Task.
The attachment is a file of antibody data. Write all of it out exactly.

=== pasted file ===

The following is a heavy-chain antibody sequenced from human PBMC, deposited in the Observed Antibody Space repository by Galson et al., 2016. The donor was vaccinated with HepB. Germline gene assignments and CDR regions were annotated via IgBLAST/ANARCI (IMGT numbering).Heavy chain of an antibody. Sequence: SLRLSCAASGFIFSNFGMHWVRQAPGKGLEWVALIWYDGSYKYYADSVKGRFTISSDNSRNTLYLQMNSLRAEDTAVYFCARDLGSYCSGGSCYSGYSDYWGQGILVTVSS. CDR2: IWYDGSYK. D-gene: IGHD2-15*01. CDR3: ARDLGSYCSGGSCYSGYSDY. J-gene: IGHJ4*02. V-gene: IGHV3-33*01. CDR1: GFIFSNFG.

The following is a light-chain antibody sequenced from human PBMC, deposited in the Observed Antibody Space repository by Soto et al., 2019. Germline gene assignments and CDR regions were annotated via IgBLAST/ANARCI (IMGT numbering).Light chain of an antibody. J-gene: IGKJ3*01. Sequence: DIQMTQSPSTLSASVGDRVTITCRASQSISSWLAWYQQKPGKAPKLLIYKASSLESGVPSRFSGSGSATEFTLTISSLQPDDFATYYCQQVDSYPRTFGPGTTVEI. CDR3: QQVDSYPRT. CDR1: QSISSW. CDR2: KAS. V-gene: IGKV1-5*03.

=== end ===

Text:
The following is a heavy-chain antibody sequenced from human PBMC, deposited in the Observed Antibody Space repository by Galson et al., 2016. The donor was vaccinated with HepB. Germline gene assignments and CDR regions were annotated via IgBLAST/ANARCI (IMGT numbering).Heavy chain of an antibody. Sequence: SLRLSCAASGFIFSNFGMHWVRQAPGKGLEWVALIWYDGSYKYYADSVKGRFTISSDNSRNTLYLQMNSLRAEDTAVYFCARDLGSYCSGGSCYSGYSDYWGQGILVTVSS. CDR2: IWYDGSYK. D-gene: IGHD2-15*01. CDR3: ARDLGSYCSGGSCYSGYSDY. J-gene: IGHJ4*02. V-gene: IGHV3-33*01. CDR1: GFIFSNFG.

The following is a light-chain antibody sequenced from human PBMC, deposited in the Observed Antibody Space repository by Soto et al., 2019. Germline gene assignments and CDR regions were annotated via IgBLAST/ANARCI (IMGT numbering).Light chain of an antibody. J-gene: IGKJ3*01. Sequence: DIQMTQSPSTLSASVGDRVTITCRASQSISSWLAWYQQKPGKAPKLLIYKASSLESGVPSRFSGSGSATEFTLTISSLQPDDFATYYCQQVDSYPRTFGPGTTVEI. CDR3: QQVDSYPRT. CDR1: QSISSW. CDR2: KAS. V-gene: IGKV1-5*03.